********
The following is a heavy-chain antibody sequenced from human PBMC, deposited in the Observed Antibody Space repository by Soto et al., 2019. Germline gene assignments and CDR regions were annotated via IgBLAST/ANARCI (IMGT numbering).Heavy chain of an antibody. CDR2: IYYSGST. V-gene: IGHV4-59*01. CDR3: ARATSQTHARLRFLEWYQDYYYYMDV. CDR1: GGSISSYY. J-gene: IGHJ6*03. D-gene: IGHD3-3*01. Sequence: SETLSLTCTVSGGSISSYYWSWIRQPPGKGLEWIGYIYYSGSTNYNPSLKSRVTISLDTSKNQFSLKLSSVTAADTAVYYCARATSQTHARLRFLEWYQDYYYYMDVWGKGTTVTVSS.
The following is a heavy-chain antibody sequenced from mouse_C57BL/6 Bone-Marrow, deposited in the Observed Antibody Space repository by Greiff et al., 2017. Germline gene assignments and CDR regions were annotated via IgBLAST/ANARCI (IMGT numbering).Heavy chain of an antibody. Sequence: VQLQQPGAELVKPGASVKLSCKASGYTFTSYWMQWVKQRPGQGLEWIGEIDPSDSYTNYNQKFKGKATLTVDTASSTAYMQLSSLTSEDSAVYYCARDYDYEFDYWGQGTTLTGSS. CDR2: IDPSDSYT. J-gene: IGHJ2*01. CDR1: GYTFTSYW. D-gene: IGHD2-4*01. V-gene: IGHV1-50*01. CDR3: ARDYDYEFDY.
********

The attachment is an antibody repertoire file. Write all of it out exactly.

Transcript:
The following is a heavy-chain antibody sequenced from human PBMC, deposited in the Observed Antibody Space repository by Soto et al., 2019. Germline gene assignments and CDR regions were annotated via IgBLAST/ANARCI (IMGT numbering).Heavy chain of an antibody. CDR2: IYYSGST. V-gene: IGHV4-59*01. CDR3: ARATSQTHARLRFLEWYQDYYYYMDV. CDR1: GGSISSYY. J-gene: IGHJ6*03. D-gene: IGHD3-3*01. Sequence: SETLSLTCTVSGGSISSYYWSWIRQPPGKGLEWIGYIYYSGSTNYNPSLKSRVTISLDTSKNQFSLKLSSVTAADTAVYYCARATSQTHARLRFLEWYQDYYYYMDVWGKGTTVTVSS.
The following is a heavy-chain antibody sequenced from mouse_C57BL/6 Bone-Marrow, deposited in the Observed Antibody Space repository by Greiff et al., 2017. Germline gene assignments and CDR regions were annotated via IgBLAST/ANARCI (IMGT numbering).Heavy chain of an antibody. Sequence: VQLQQPGAELVKPGASVKLSCKASGYTFTSYWMQWVKQRPGQGLEWIGEIDPSDSYTNYNQKFKGKATLTVDTASSTAYMQLSSLTSEDSAVYYCARDYDYEFDYWGQGTTLTGSS. CDR2: IDPSDSYT. J-gene: IGHJ2*01. CDR1: GYTFTSYW. D-gene: IGHD2-4*01. V-gene: IGHV1-50*01. CDR3: ARDYDYEFDY.